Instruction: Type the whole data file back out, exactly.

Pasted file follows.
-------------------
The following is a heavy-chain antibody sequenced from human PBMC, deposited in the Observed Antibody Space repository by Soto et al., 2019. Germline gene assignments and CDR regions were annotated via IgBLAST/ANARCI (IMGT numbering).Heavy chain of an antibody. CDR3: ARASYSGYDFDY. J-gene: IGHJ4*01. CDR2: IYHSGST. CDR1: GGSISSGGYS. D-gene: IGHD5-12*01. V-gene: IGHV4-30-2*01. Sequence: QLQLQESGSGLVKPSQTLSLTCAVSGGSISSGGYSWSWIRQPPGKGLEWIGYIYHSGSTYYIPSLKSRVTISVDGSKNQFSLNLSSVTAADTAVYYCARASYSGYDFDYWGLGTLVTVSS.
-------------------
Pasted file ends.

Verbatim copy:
The following is a heavy-chain antibody sequenced from human PBMC, deposited in the Observed Antibody Space repository by Soto et al., 2019. Germline gene assignments and CDR regions were annotated via IgBLAST/ANARCI (IMGT numbering).Heavy chain of an antibody. CDR3: ARASYSGYDFDY. J-gene: IGHJ4*01. CDR2: IYHSGST. CDR1: GGSISSGGYS. D-gene: IGHD5-12*01. V-gene: IGHV4-30-2*01. Sequence: QLQLQESGSGLVKPSQTLSLTCAVSGGSISSGGYSWSWIRQPPGKGLEWIGYIYHSGSTYYIPSLKSRVTISVDGSKNQFSLNLSSVTAADTAVYYCARASYSGYDFDYWGLGTLVTVSS.